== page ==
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not to look in the mirror and say, oh, cops are arresting people for trivial offenses and we think that harms the community. well, we voted for the lawmakers who left the cops to do that and when you look at long prison senses and mass incarceration, a lot of that is prosecutors, judges, lawmakers. that's number one, there are some things that cops can't change, but we as a society urgently need to change. the massive criminalization that we've left in a couple of decades, the excessive sentences and the cuts in other social services that might make some of what police do think they don't have to do anymore. that said, i do think there are a lot of things that police departments need to be done and as you know, again, one of the difficulties with policing. we don't have a national police force, we have 18,000 different law enforcement agencies.
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they don't always talk to each other. i think they ought to talk to each other. and it's hard. even if it's promising, it's tough to get everybody to pay attention. so the cities that have been ahead of the game, now, and the departments ahead of the game and there's a focus on changing changing, who and how they recruit and talk about that and like to hear more about what's going on in houston. i've had the pleasure through a program that georgetown co-sponsored with the new orleans police and d.c. metropolitan police on police economies to meet some of the staff working on curriculum reform, that's both discussions that have been a lot of fun. >> you know, i think that one of the things that you say and you mention it here in your book, and policing is as perfect as our greatest fan would say and it's not broken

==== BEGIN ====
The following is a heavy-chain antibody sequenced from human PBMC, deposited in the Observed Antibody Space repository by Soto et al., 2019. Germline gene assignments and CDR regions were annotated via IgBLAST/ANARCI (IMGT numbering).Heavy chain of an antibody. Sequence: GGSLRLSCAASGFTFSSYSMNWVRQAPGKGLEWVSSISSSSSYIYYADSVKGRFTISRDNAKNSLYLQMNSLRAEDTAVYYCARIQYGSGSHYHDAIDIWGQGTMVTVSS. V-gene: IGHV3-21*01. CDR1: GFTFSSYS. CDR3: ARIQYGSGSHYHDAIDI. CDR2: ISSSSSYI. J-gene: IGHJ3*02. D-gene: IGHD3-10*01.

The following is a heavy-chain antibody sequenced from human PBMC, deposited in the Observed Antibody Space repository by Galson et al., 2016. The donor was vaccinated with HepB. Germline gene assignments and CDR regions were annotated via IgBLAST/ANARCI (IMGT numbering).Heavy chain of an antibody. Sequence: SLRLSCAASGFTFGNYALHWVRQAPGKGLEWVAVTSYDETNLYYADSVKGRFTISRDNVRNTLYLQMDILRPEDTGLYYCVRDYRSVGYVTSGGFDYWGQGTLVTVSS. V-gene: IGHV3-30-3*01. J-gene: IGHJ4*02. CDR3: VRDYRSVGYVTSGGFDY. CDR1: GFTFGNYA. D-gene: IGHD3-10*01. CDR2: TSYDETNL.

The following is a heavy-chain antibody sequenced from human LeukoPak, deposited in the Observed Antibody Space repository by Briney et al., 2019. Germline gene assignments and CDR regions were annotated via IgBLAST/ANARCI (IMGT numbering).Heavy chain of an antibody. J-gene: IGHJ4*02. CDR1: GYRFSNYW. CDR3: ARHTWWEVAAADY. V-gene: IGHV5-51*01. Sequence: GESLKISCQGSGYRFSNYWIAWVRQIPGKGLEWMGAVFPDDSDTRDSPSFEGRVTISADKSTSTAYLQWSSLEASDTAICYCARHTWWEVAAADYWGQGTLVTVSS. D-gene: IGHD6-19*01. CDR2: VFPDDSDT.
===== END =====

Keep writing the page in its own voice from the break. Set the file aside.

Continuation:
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like some would think and what's interesting to me, that both factions of those mindsets are deply held beliefs. and i don't think that there's malice involved in that. how can we be die metrically so different in our perception, maybe critic versus supporter. people fail to see things through the prism of others, right? you have a very unique perspective because you are a law professor. you know, i would call you a constitutional expert, the constitution and the law and what we are supposed to be doing and what the intent of our founders were, versus the theory and the case law and the realities that we experience on the streets. so, from your perspective, what could you say if you were
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talking to those that would say we need to not defund the police, abolish the police and what would you say on the policing side. the black lives matters, what are they whining about? cops aren't going around whacking people. because we find ourselves in the middle of both. and the executives are kind of hold the department to a standard, to a mindset and to a level of professionalism respected by the public searched. how would you address those two from your evidence and form perspective from how we walk their shoes? >> well, one thing i've learned, not so much from this experience, but i guess from getting older, nobody's mind was ever changed by told that they're stupid or evil. not an effective way to do
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something. >> and i think we live in a culture shall sound bites and stereotypes and does not lend itself to nuanced discussion. and that's a very divided moment. in a part, we've got people to listen. i think what i do tell abolish the police proponents and many of my students start with that position, is look, violent crime is real, you know? it's not something that the far right made up in order to have an excuse to look up poor people of color. there is racism in the system, absolutely. and we need to address that, but you know, be careful what you wish for when you talk to people who live in poor communities of color, most often, and those communities